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December 16, 2020


Dominican Republic / French Guiana (Security threat levels – 3 / 2): On 15 December 2020, authorities in the Dominican Republic modified coronavirus-related curfew hours for select provinces, effective 16 December until further notice. A nightly curfew from 1900 to 0500 local time (2300 to 0900 local time) will be in place for the National District — which encompasses the capital Santo Domingo — as well as in the provinces of Duarte, La Vega, Santiago, Santo Domingo and Puerto Plata. Elsewhere in the Dominican Republic, a curfew is in effect from 2100 to 0500 local time Monday through Friday, and from 1900 to 0500 local time on Saturdays, Sundays and holidays. A curfew grace period exists until 2100 local time every night for residents traveling to their respective homes. An extended curfew grace period will be in place on Christmas Eve and New Year’s Eve until the following day at 0100 local time. Face masks remain mandatory in public areas.

In French Guiana, authorities on 16 December announced curfew measures to curb the spread of COVID-19. From 18 December to 4 January 2021, a nightly curfew from 2100-0500 local time (0000-0800 UTC) will be in effect for the municipalities of Cayenne, Kourou, Macouria, Matoury and Rémire-Montjoly. However, restaurants may remain open until 2230 local time. A nationwide curfew will be imposed from 2100 local time on 31 December to 0500 local time on 1 January to limit gatherings during the New Year’s Eve celebrations.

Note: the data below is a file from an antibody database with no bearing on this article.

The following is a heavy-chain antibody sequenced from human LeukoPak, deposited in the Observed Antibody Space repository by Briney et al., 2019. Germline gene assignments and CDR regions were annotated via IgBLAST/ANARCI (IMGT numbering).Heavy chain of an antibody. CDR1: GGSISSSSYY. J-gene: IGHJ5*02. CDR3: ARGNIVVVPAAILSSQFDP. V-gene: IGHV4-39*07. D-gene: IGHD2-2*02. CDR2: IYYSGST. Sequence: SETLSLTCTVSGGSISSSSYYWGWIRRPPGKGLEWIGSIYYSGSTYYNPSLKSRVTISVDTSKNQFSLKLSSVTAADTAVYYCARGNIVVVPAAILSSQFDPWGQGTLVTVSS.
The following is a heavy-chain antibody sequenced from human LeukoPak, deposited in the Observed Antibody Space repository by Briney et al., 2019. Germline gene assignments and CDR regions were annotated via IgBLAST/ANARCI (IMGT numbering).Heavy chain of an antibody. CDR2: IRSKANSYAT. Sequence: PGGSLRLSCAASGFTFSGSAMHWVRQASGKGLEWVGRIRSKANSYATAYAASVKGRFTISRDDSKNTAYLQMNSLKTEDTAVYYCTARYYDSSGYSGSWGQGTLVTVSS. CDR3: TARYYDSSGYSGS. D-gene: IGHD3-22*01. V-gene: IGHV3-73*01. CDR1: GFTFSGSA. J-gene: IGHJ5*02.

United States (Security threat level – 2): A major winter storm is expected to affect U.S. cities in the northeastern and mid-Atlantic regions on 16-17 December 2020. Meteorologists forecast that New York City will receive up to 14 in (35 cm) of snow while Washington, D.C., is expected to receive 3-4 inches of snow. Additionally, 8-12 inches of snow is expected in the cities of Boston and Philadelphia. Elsewhere in the region, freezing rain and ice associated with the storm are likely in western areas of North Carolina state and southeastern areas of Virginia state. More than 40 million people are currently under a winter storm warning and travel disruptions are highly probable due to hazardous road conditions. Multiple airlines are issuing waivers for passengers with travel itineraries on 16 and 17 December through airports in the affected areas.


Fiji (Security threat level – 2): As of 2100 local time (0900 UTC) on 16 December 2020, Tropical Cyclone Yasa was located approximately 500 km (310 mi) northwest of Suva, Fiji, and was moving east-southeast at 19 kph (12 mph), according to the U.S. Joint Typhoon Warning Center. At that time, the cyclone — equivalent to a Category 5 hurricane — had maximum sustained winds of 260 kph, with gusts of up to 315 kph. On its current forecast path, the storm will further intensify when it reaches the two main Fijian islands of Viti Levu and Vanua Levu by the early morning hours of 18 December. Yasa is then expected to pass near Tonga on 18-19 December.